It has gone so well, that I am thinking to invest more in it and make it a bit more of a business, but more to come on that in the next year. The older I am getting the more I value having free time as one of the essential parameters of how well you do professionally. It's not only the satisfaction and the money you earn, but the combination of the satisfaction and the time you spend versus the money you earn. For instance doing renovations has been really paying off as it's very intense work for a few weeks but the time vs. money earned ratio is fantastic, besides it really pays off later to have a modern latest/greatest outfitted home to rent out.

Well, besides all the intesity of the R&R there was time to relax and enjoy and do some of my favorite things, paraglding, travel and hiking. We started the year with a trip to Paris and kept on roaming Europe the whole year, I missed it when I was away and learn to apprecaite the old continent so much more. We finished up with a great "romantic" holiday to Israel and Jordan for hubs and I and fullfilled a childhood dream of mine to see Petra. Paraglding was basic in Cyprus but in got a week in Italy and that was absultely amazing. And did a quick trip in the Dominican Republic in Jan 2015 to ditch the winter gloom a bit. It was not really flyable there which was a shame but had a great time with a really nice group of new/old friends. I have never thought it was so much fun to take a ride of the back of a pickup truck, the views, the wind in your hair on some dusty Dominican road... ah:) Now "enjoying" the Dutch overcast. Can't wait for next long haul holiday with hubs. Since we have lots of  air miles we booked a trip pretty much for free to Jakarta and we see from there. I am absolutely in love with Southeast Asia, really can't wait.



And then over the last year I hiked Cyprus left right and center. The amount of time one can spend outside in here is simply amazing and I take full advanatge of it. I don't think there is a trail I havent done, mostly I have done them few times. I love being in the nature and the smooth combination of physically challenging activity combined with fantastic views, fresh air, mountain smells. Each time I come back from a hike I feel I rebooted the system, it all starts flowing again just the way it should. I really miss that in the Netherlands and replacing it with running only partially solves the problem. I hit the gym in hubs work but I need a gym closer to home. in Amsterdam the gym is 5 doors down the street, one more reason to look forward the move.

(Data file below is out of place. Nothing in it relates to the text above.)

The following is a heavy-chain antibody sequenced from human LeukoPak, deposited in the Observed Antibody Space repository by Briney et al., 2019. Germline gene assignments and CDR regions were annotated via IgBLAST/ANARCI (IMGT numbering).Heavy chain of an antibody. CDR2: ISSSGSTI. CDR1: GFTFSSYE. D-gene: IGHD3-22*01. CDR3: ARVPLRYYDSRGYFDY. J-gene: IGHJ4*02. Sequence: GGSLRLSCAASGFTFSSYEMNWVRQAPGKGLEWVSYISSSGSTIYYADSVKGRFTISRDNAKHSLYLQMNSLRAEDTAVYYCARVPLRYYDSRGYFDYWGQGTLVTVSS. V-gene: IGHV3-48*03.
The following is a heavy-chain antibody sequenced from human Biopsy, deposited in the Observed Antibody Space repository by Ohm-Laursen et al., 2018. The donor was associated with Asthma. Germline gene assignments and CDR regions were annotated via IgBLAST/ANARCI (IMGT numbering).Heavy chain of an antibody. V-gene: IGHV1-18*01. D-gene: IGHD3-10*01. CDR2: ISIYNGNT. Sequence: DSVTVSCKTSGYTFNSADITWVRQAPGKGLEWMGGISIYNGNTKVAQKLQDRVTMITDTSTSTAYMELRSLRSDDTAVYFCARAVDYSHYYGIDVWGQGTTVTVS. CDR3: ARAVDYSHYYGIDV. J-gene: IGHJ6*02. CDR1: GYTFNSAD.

All in all, 2015 is going to be another intense year. I will keep you posted on my Dutch whereabouts :)



Friday, June 6, 2014

Life in Cyprus

Since the big news is already out, I can share it in here as well. In couple of months we are moving back to the Netherlands. It has been 7 years on the road: 3 in USA, 2 in Russia and 2 in Cyprus. During that time we also considered time in Canada, Belgium, Singapore. Those were intense, fun, happening 7 years in which life changed with acquiring children, learning to speak a new language (Russian), started running and ran 4 marathons, got back into paragliding, travelled the world (55 countries and counting), climbed one of the seven summits and last but not least, found a place to call home - Cyprus.
Although the Netherlands is officially a home base, unofficially, by choice, Cyprus became the destination to come back to and to eventually settle for retirement when the times comes.

Every time I land in Cyprus I have this undeniable feeling of coming home.
It has been nearly two years now and simply put, I Love this place.

I mentioned before why I like it but there are some new thoughts to share

  • Cyprus is the most relaxed place I have ever been to. Favorite Cypriot expression is "slowly, slowly", used to describe any sort of activity, including how to approach an intense gym class. In summer most offices and stores close at 3 PM each Wednesday and remain closed the rest of the day. Over the whole year most businesses practice 2 hours "siesta" in the middle of the days, which leaves the work-life balance in a very desirable place. 
  • In general Cypriots seem obsessed with moderation, expect when it comes to food. As a general rule Cypriots don't drink much, don't work out much, don't travel much. Food is another story. A typical thing to have is a meze, selection of small dishes ranging from starters like olives and dips, over to several main courses and ending with a range of deserts. Good luck with that diet of yours;) I didn't gain any weight here, but I work out daily and am still just as far from that six pack as before. 
  • Most Cypriot men seems obsessed with watching football and supporting one of the local teams, which are, to my knowledge, barely known outside of Cyprus.